Breathe slowly – lower your blood pressure, says new Swedish study. Frida, our new apple. Dying swan robot evokes ballet lovers' tears. MP wants Social Democratic leader to resign.
Breathe slowly – lower your blood pressure
According to a new Swedish study, control of breathing is almost as good as medication when it comes to high blood pressure. The technique is reminiscent of yoga and is taught with the aid of a machine that helps you breathe slower. The machine, which is called Resperate, has been around for a few years and has been tested by 90 patients in Göteborg, all of whom were suffering from high blood pressure. Some of them used medicine. More than 50% of these patients used Resperate three times a week, 15 minutes at a time. The rest of the patients were listening to soothing, calm music during the same amount of time. The results were presented recently at the European Society of Cardiology congress, and show that all the patients lowered their blood pressure, but the patients who used Resperate more so than the others, especially when it came to lowering of the diastolic pressure. According to associate professor Lennart Nord at Göteborg University, the result equaled that of a low dose of high blood pressure medication. “It is possible that this could be a treatment that can replace medication for some patients, or, alternatively, work as a complement. One advantage is that it has no side effects.” Resperate, he concludes, really helped the patients slow down their breathing. “And that’s not as easy as it sounds.”
Frida, our new apple
Ten years ago, Lars-Olof Börjesson at Äppelriket in Kivik felt a new Swedish apple was needed. Now, in 2010, 150 tons of Frida, Sweden’s newest apple, are harvested. Swedish apples often have a hard time competing with their foreign colleagues, because of their thin skins, making transports difficult. Thus Börjesson was looking for better qualities when he began collaborating with Professor Hilde Nybom at SLY Balsgård and cultivation consultant Krister Trulsson. Together they were looking for the best new apple. “Alice doesn’t like the heat in the stores, Katja’s fruits get too small if you don’t thin them out properly, and the tasty, yellow Gravensteiner also has problems with the environment in the stores. For Swedish apple cultivation’s survival, we simply had to find a new apple,” says Trulsson. They knew people buy with their eyes, so Frida had to be pretty, with a red color, and it is the colder nights that spur the red color in apples. Voila Frida - a mix between Aroma and an American apple. Frida is a tough one and handles frost well. All in all, Frida has lived up to all expectations.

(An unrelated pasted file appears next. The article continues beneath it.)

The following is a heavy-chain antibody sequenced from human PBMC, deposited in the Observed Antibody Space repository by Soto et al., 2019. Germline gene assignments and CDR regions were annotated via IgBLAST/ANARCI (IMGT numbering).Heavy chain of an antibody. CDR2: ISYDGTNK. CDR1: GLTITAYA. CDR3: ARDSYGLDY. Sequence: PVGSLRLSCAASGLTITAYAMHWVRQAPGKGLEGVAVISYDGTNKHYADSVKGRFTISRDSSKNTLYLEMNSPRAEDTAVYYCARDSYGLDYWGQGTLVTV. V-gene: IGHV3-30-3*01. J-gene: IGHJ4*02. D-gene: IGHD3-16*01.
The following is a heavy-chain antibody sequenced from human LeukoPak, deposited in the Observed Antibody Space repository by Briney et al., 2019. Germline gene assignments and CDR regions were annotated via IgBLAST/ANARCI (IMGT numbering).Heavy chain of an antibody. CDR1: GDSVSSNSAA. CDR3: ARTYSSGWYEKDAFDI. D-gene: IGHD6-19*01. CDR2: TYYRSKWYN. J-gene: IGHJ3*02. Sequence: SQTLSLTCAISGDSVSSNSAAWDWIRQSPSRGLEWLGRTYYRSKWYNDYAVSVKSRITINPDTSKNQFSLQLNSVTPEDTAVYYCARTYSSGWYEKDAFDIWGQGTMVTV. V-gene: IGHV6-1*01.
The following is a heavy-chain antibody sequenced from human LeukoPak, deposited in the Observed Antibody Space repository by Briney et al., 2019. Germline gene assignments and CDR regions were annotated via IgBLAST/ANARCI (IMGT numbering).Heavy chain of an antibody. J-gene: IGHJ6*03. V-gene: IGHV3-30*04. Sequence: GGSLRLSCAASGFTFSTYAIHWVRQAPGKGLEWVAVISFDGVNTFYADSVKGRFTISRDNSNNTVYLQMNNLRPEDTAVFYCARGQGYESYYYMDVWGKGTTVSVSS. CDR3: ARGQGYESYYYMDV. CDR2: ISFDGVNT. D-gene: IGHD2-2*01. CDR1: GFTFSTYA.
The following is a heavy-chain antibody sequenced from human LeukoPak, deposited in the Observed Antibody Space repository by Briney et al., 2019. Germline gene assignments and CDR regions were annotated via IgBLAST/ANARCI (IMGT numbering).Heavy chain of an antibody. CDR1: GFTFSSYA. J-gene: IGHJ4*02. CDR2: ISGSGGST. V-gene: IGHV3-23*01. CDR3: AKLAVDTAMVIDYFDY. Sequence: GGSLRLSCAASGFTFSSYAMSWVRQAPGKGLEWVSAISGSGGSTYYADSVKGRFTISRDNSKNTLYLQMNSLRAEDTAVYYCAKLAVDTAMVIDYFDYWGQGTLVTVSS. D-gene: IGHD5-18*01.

Dying swan robot evokes ballet lovers' tears
Based upon the scene in Tchaikovsky's ballet, "Swan Lake," a four minute dance performed by a robot swan has been created at Mälardalen University, where it was choreographed by Åsa Unander-Scharin.
Moving slowly and gently, sometimes in a dramatic and fiery flurry, the robotic swan's performance has impressed viewers who commented "touching", "fascinating" and "beautiful" as it went through its paces when it premiered at Sweden's book fair in Gothenburg earlier this fall.
"We want to explore the limits of what a robot can do, what human expressions it can mimic, and how it affects people's perception of the robot when it makes an appearance in art and dance," explained Professor Lars Asplund of Mälardalen University in Västerås, Sweden, in collaboration with Kerstin Gauffin, with school's theatrical department.
At about three feet tall, the dancing swan robot was built using a modular system in which the white wings, neck, beak and feet contain 19 different joints, and these make it very flexible. The robot swan performs each movement such as right wing up, neck down, etc., by itself and the computer inside it "recalls" the movement pattern and then plays it as an entire dance program.
"I think it's exciting to see how emotionally touched people can get by machines, and to do the choreography for the swan robot has been great fun," commented the machine's "dance instructor," Unander-Scharin.
MP wants Social Democratic leader to resign
Raimo Pärssinen, social democratic MP thinks that the party leader, Mona Sahlin, ought to resign. He also believes that more MPs from the Social Democratic Party will say the same thing. “I don't see it as possible for her to continue as party leader until next election,” Pärssinen said. On Thursday, an invitation went out to party officials about an extraordinary conference call on Friday. The reason for this is said to be the serious situation in the party.